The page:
Over 59,000 data breach notifications have been reported across the European Economic Area (EEA) by public and private organisations since the European Union’s General Data Protection Regulation (GDPR) came into force on 25 May 2018. That’s according to law firm DLA Piper’s GDPR Data Breach Survey.
The Netherlands, Germany and the UK top the table in the report with approximately 15,400, 12,600 and 10,600 reported breaches respectively. The lowest numbers of reported breaches were made in Liechtenstein, Iceland and Cyprus with 15, 25 and 35 reported breaches.
The Netherlands, with 89.8 reported breaches per 100,000 people, heads the list when the number of notifications are weighted against country populations, followed by Ireland and Denmark. Of the 26 EEA countries where breach notification data is available, the UK, Germany and France ranked tenth, eleventh and 21st respectively on a reported fine per capita basis. Greece, Italy and Romania reported the fewest number of breaches per capita.
Ross McKean, a partner at DLA Piper specialising in cyber and data protection, stated: “The GDPR completely changes the compliance risk for organisations which suffer a personal data breach due to revenue-based fines and the potential for US-style group litigation claims for compensation. As we saw in the US when mandatory breach notification laws came into force, backed up by tough sanctions for not notifying, the GDPR is driving personal data breach out into the open. Our report confirms this with more than 59,000 data breaches notified across Europe in the first eight months since the GDPR came into force.”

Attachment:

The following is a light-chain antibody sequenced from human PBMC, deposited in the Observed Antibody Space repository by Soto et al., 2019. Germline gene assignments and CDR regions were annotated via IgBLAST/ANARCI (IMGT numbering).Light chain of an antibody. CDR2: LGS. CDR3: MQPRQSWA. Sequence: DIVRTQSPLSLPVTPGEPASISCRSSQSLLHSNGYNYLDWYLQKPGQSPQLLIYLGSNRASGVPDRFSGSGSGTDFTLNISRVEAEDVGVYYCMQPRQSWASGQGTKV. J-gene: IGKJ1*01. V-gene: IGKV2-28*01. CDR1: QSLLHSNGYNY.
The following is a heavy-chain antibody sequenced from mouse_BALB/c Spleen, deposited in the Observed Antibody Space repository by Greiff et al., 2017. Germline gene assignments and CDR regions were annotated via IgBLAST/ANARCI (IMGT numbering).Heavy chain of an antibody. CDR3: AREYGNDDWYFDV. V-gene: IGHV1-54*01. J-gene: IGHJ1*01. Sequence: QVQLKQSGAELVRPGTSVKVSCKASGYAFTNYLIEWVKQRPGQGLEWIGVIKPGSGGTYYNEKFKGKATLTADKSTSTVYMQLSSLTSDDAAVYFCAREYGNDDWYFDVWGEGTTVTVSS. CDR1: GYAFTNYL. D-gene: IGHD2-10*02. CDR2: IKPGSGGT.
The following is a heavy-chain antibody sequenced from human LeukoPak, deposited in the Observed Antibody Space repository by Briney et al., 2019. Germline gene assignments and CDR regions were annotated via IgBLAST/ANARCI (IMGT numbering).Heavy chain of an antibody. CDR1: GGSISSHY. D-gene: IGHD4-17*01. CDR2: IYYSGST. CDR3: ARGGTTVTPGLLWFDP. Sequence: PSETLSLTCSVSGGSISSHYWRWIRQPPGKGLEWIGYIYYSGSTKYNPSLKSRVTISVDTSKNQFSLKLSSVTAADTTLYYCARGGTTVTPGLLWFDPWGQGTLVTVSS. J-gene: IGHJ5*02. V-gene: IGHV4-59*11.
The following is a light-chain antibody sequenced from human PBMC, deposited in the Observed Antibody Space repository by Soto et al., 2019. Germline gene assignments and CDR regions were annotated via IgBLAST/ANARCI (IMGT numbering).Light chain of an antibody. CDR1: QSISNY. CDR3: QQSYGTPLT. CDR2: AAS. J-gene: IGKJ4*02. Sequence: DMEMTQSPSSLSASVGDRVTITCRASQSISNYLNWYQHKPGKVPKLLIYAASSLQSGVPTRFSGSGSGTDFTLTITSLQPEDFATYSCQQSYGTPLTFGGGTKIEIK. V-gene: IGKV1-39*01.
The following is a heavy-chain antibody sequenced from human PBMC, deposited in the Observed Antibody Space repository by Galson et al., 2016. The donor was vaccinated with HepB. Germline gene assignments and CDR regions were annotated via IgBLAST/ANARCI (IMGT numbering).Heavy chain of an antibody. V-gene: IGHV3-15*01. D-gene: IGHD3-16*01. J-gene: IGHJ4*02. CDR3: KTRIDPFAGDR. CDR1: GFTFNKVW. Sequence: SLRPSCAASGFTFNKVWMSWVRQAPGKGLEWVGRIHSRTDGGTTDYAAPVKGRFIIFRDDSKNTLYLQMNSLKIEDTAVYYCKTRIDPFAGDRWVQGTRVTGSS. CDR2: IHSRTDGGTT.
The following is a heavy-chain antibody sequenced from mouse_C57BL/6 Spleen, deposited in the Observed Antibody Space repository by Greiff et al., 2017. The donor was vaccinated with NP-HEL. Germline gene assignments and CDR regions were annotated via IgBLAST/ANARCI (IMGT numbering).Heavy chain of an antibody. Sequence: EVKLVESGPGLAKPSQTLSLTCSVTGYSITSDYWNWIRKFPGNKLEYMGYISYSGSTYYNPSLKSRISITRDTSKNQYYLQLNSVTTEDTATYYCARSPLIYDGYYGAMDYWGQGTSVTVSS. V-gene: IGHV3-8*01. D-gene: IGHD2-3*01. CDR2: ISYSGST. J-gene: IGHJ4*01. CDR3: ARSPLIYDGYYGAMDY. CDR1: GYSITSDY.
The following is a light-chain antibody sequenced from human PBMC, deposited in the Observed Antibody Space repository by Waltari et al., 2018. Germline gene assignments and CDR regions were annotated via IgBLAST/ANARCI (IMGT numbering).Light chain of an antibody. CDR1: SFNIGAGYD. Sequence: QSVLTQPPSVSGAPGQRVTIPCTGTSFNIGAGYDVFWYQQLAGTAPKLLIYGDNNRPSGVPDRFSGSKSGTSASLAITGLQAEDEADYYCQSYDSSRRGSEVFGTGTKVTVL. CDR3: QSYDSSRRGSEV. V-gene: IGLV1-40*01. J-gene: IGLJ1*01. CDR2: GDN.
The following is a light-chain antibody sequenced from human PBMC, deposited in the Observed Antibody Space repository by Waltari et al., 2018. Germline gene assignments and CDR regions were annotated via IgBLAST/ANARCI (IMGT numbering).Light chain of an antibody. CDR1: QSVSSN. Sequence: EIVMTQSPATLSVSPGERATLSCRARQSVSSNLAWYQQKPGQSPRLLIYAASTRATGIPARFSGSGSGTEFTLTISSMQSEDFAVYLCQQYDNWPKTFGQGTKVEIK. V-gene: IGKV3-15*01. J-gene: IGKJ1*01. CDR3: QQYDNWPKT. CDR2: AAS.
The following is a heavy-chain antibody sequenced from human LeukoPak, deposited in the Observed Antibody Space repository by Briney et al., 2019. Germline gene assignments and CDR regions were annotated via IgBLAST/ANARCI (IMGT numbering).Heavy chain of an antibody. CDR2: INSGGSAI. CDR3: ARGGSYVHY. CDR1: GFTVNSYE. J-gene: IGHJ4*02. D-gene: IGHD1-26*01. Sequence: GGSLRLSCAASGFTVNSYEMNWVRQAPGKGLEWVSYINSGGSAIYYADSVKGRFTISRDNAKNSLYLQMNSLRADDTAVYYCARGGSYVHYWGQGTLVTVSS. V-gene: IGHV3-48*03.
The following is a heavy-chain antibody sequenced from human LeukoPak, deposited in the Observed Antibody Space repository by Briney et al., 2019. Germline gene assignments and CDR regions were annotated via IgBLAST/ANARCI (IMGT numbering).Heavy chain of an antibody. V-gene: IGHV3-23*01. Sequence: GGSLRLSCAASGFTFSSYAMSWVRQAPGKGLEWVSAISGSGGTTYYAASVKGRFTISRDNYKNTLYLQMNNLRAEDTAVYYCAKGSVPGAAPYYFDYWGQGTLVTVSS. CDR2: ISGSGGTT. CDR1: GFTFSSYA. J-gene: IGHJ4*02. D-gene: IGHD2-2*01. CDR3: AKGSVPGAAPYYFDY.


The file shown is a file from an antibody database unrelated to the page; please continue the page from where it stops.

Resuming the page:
To date, 91 fines have been reported. Not all of these relate to personal data breach and several relate to other infringements of the GDPR. The highest GDPR fine imposed to date is €50 million, which was made against Google on 21 January this year. This was a French decision in relation to the processing of personal data for advertising purposes without valid authorisation, rather than a personal data breach.
Also commenting on the report, Sam Millar, a partner at DLA Piper specialising in cyber and large-scale investigations, explained: “The regulators have already started to flex their muscles with 91 GDPR fines imposed to date, but the fine against Google is a landmark moment and notable partly because it’s not related to personal data breach. We anticipate that regulators will treat data breach more harshly by imposing higher fines given the more acute risk of harm posed to individuals. We can expect more fines to follow over the coming year as the regulators clear the backlog of notifications.”